Purpose: To investigate gross motor function and goal attainment in children with cerebral palsy before, during and after goal-directed functional therapy (GDT), to evaluate body functions, and explore relationships.
Method: Prospective longitudinal intervention study. Twenty-two children, uni- or bilateral CP, 1-6 years (mean: 46 months SD: 16 months), classified in GMFCS and MACS level I-IV participated. Outcome measures were Gross Motor Function Measure (GMFM-66), performed at seven occasions, Goal Attainment Scale, assessments of passive range of motion, spasticity and selective motor control (SMC). Baseline, the GDT-intervention and the follow-up period were 12 weeks each.
Results: Improvements were demonstrated in GMFM-66 during the intervention (mean difference: 5.07, CI: 3.8-6.4, p < 0.001). The baseline and follow-up assessments were stable. Evaluations of ankle dorsiflexion displayed small improvement (mean difference: 9 degrees , CI: 5-13, p < 0.001). Estimations of spasticity and SMC did not demonstrate significant changes. Goal attainment to the expected level or higher was achieved in 93/110 goals and further improved at the long-term follow-up (103/110).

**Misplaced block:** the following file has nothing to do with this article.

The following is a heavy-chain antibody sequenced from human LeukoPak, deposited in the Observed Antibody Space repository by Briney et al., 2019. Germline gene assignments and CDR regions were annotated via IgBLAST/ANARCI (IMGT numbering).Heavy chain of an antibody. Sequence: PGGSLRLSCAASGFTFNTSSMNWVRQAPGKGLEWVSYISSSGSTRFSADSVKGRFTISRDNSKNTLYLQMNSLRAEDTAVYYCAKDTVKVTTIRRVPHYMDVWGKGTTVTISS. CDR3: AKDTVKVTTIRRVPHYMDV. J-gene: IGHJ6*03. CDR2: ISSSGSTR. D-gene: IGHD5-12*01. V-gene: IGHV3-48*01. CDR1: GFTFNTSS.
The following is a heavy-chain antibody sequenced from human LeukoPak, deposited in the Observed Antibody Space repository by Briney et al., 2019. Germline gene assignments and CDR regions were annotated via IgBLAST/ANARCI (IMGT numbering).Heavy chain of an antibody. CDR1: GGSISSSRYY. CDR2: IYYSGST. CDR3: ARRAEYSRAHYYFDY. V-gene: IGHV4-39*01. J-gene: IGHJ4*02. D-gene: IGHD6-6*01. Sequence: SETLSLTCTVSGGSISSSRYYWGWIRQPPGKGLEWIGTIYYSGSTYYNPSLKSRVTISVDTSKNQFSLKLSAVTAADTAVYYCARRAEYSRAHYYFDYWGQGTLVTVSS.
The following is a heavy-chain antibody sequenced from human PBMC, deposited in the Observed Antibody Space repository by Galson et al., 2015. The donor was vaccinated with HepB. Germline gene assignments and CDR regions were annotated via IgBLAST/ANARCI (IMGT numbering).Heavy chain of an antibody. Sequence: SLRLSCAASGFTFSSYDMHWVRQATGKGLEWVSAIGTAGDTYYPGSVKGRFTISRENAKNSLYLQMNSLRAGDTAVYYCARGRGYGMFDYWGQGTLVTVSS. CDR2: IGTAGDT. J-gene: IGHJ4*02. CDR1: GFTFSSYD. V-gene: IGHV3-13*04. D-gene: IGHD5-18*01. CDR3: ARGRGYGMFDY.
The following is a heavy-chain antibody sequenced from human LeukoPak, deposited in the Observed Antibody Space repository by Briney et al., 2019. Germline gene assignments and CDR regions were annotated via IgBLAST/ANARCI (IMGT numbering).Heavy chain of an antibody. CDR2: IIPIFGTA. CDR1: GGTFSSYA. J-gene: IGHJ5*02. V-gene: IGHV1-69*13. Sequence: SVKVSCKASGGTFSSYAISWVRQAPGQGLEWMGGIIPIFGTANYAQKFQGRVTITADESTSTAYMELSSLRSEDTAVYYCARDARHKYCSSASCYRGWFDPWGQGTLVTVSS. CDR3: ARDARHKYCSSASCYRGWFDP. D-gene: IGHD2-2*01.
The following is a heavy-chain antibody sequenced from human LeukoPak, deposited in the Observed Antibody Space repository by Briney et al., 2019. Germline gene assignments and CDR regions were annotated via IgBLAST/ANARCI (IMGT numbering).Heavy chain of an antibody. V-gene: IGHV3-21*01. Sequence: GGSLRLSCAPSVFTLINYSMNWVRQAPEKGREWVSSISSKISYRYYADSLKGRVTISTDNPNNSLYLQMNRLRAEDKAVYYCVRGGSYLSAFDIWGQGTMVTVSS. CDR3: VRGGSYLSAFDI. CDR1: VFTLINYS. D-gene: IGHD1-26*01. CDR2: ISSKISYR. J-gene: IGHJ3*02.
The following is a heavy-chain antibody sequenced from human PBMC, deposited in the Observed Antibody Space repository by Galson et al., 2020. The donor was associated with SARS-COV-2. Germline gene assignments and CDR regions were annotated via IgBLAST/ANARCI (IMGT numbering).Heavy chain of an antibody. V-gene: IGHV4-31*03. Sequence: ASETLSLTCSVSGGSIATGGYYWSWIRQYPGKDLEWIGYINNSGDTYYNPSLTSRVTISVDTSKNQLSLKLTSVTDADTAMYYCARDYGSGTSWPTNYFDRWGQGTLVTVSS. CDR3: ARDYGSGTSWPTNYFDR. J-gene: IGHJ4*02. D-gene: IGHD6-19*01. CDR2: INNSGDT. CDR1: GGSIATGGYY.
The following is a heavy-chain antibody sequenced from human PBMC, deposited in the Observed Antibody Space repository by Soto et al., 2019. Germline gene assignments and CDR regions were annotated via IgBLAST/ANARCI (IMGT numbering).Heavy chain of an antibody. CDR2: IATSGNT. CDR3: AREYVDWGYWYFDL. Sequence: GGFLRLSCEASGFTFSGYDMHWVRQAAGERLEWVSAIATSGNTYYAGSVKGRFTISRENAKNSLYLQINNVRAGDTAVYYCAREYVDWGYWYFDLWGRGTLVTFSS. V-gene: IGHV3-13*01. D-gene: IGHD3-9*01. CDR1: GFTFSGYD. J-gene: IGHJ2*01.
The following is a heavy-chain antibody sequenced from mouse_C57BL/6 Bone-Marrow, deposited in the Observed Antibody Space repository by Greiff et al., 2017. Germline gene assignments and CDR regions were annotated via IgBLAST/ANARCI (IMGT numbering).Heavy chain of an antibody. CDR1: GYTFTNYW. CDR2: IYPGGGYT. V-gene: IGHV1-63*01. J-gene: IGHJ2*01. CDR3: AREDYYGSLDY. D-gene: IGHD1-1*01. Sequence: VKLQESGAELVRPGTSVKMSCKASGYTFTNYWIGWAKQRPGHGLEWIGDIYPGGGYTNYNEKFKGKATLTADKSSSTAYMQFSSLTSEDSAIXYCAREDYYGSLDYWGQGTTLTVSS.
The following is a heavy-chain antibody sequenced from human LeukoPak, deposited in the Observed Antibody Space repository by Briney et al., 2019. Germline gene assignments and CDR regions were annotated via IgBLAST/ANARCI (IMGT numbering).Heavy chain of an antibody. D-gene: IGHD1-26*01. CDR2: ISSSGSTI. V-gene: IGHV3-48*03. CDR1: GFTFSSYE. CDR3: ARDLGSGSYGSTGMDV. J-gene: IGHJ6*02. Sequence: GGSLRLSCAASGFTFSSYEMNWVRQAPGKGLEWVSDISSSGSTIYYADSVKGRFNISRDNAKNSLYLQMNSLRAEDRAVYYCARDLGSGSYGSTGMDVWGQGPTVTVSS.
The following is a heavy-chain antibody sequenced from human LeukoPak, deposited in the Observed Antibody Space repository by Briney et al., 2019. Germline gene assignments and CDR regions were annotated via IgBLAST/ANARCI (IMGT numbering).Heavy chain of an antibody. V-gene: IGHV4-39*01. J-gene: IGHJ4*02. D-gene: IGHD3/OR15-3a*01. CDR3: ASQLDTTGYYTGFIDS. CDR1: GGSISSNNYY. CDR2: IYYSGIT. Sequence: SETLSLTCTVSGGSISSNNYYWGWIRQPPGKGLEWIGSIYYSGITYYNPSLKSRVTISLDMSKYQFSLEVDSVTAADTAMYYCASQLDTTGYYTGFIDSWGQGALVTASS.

Conclusion: Gross motor function improved during GDT, and was maintained 12 weeks later. The goals were reached to a high extent, and the children gradually progressed towards their goals after the end of the intervention. The therapy did not induce any deterioration of body functions.